Nigeria’s President, Muhammadu Buhari on Thursday reinstated that he will conduct a free, fair and peaceful presidential election on Saturday and charged Nigerians to turn out massively to cast their votes.
The president, in a nationwide broadcast, assured Nigerians that the government would do its very best to ensure that the 2019 elections take place in a secure and peaceful atmosphere.
“It was indeed such free, fair and peaceful elections that made it possible for our Government to emerge, despite the fact that we were contesting against a long-standing incumbent party.
“And as your president and a fellow Nigerian, I ask that you come out and queue to fulfill this important obligation you have to yourselves and your fellow citizens – and to our common future.
“Let me at this point, reaffirm the commitment of the Federal Government to the conduct of free and fair elections in a safe and peaceful atmosphere. Just yesterday, I signed the Peace Accord alongside 72 other presidential candidates,” he said.
Buhari assured all Nigerians, the diplomatic community and all foreign election observers of their safety and full protection, saying that any comments or threats of intimidation from any source did not represent the position of the Federal Government of Nigeria.
“As Government has a critical role in maintaining the democratic traditions, so do citizens. I therefore urge you all, as good Nigerians, to take a personal interest in promoting and maintaining peace in your respective neighbourhoods during the elections. This is certainly not a time to allow personal, religious, sectional or party interests to drive us to desperation,” he said.
The president appealed to the youth not allow themselves to be used to cause violence and destruction., saying that “the people who want to incite you are those preparing the ground for discrediting the elections. Having lost the argument, they fear losing the elections.”
He said when Nigerians elected him in 2015, it was essentially in consequence of his promise of CHANGE, stressing that “we committed ourselves to improving security across the country, putting the economy on a sound footing and tackling rampant corruption, which had in many ways become a serious drawback to national development.
“Our Government spent the last 3 years and 9 months striving faithfully to keep this promise, in spite of very serious revenue shortages caused mainly by a sharp drop in international oil prices and an unexpected rise in the vandalisation of oil installations, which, mercifully have now been curtailed.”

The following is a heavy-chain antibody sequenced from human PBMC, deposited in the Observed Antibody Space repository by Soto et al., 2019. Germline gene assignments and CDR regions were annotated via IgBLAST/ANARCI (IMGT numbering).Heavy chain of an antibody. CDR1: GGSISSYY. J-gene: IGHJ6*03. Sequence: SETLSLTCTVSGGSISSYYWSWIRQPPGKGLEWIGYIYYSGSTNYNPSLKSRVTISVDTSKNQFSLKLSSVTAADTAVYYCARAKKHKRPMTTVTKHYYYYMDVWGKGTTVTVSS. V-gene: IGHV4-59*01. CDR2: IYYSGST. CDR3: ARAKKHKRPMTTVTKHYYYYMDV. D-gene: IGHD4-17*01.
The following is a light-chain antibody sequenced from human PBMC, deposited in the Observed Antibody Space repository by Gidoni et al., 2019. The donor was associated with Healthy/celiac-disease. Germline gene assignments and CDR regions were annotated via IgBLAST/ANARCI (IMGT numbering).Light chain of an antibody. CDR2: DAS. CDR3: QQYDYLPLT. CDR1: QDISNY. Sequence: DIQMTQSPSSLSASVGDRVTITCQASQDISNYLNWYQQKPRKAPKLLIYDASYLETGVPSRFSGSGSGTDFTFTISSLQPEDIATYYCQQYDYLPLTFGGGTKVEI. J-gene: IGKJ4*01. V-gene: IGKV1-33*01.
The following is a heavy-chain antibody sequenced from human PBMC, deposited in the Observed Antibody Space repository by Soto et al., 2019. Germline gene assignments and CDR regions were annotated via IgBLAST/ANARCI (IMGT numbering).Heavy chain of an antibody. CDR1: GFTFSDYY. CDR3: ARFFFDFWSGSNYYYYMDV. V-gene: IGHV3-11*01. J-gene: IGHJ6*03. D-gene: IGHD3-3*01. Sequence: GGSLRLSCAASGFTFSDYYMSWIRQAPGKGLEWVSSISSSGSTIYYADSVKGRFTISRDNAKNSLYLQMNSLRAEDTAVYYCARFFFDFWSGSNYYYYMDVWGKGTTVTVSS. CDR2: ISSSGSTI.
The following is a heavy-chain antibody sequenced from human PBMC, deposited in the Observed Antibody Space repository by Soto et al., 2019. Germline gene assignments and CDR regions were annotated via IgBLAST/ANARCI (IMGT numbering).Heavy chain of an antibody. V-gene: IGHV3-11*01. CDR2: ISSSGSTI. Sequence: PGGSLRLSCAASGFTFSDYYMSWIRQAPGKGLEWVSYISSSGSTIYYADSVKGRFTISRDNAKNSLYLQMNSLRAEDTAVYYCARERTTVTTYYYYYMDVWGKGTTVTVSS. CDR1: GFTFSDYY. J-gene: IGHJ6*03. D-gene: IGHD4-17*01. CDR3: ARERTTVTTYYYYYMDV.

According to Buhari, “our choices have had consequences about employment and cost of living. In making your choice this time, please ask yourself whether, and in what ways, others will do anything different to address the issues of Agriculture, Infrastructure, Security, Good Governance and Fighting Corruption.
“If they are only hoping to do what we are already doing successfully, we are clearly your preferred choice. Think carefully and choose wisely. This time, it is a choice about consolidating on growth for Jobs and Prosperity. February 16th is all about a choice. But it is more than a choice between APC and the opposition. It is a choice about you, it is a choice between going back or keeping the momentum of CHANGE.
“The road to greater prosperity for Nigeria may be long, but what you can be assured of is a Leadership that is not prepared to sacrifice the future well-being of Nigerians for our own personal or material needs. You can be assured of my commitment to remain focused on working to improve the lives of all Nigerians.”
Suspended Chief Justice of Nigeria, CJN, Walter Onnoghen has pleaded not guilty to charges of non-declaration of assets levelled against him.
Onnoghen arrived the Code of Conduct Tribunal, CCT on Friday morning after he was threatened with arrest.
The suspended CJN entered the dock to answer charges levelled against him.
Upon the request by the prosecution, the tribunal Chairman ordered that the charge be read to the defendant.
An official of the tribunal read the charge to him, to which he pleaded not guilty.
South Africa, home to almost all of the world’s rhinoceroses, said the number of the animals killed by poachers plunged by 25 percent last year as it stepped up efforts to save the endangered species.
With 769 rhinos poached, it was the first year since 2012 that less than 1,000 of the animals were killed illegally, the Department of Environmental Affairs said in a statement. The animals are targeted for their horns, which are believed in Asia to help cure cancer and boost male virility. The horns are made of keratin, a hair-like substance. The number of rhino deaths peaked at 1,215 in 2014.